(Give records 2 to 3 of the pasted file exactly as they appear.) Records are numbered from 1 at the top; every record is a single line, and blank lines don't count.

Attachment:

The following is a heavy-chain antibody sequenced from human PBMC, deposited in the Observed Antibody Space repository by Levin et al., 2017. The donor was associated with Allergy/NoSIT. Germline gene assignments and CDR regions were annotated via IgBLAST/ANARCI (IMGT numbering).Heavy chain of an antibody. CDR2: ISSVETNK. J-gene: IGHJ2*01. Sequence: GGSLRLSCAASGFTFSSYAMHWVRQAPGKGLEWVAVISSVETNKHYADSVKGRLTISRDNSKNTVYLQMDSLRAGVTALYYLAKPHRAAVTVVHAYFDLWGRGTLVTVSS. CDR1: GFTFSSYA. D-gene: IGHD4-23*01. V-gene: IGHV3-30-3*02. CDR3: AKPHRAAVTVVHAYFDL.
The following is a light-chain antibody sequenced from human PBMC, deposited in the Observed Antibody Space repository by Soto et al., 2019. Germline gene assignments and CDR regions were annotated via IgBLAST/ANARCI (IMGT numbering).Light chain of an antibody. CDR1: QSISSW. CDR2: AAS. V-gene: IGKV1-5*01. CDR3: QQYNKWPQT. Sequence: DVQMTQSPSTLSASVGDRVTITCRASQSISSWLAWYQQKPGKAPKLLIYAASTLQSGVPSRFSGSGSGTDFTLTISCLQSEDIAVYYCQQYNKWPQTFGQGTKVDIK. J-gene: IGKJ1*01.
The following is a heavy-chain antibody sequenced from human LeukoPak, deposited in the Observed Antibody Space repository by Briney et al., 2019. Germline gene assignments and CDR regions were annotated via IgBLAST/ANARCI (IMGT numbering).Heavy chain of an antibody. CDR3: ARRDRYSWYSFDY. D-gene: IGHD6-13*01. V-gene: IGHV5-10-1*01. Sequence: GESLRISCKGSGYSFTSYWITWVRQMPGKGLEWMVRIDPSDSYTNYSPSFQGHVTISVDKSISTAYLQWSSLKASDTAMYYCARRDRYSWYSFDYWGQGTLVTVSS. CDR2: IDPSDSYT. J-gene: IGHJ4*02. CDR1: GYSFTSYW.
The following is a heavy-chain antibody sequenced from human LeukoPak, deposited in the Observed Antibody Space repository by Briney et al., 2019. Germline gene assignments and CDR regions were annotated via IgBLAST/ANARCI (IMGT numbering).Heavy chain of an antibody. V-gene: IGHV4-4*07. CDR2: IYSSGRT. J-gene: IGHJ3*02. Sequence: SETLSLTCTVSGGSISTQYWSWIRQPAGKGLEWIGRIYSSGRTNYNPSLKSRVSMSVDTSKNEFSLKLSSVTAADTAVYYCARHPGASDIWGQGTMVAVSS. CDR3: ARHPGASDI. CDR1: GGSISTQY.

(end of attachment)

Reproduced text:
The following is a light-chain antibody sequenced from human PBMC, deposited in the Observed Antibody Space repository by Soto et al., 2019. Germline gene assignments and CDR regions were annotated via IgBLAST/ANARCI (IMGT numbering).Light chain of an antibody. CDR1: QSISSW. CDR2: AAS. V-gene: IGKV1-5*01. CDR3: QQYNKWPQT. Sequence: DVQMTQSPSTLSASVGDRVTITCRASQSISSWLAWYQQKPGKAPKLLIYAASTLQSGVPSRFSGSGSGTDFTLTISCLQSEDIAVYYCQQYNKWPQTFGQGTKVDIK. J-gene: IGKJ1*01.
The following is a heavy-chain antibody sequenced from human LeukoPak, deposited in the Observed Antibody Space repository by Briney et al., 2019. Germline gene assignments and CDR regions were annotated via IgBLAST/ANARCI (IMGT numbering).Heavy chain of an antibody. CDR3: ARRDRYSWYSFDY. D-gene: IGHD6-13*01. V-gene: IGHV5-10-1*01. Sequence: GESLRISCKGSGYSFTSYWITWVRQMPGKGLEWMVRIDPSDSYTNYSPSFQGHVTISVDKSISTAYLQWSSLKASDTAMYYCARRDRYSWYSFDYWGQGTLVTVSS. CDR2: IDPSDSYT. J-gene: IGHJ4*02. CDR1: GYSFTSYW.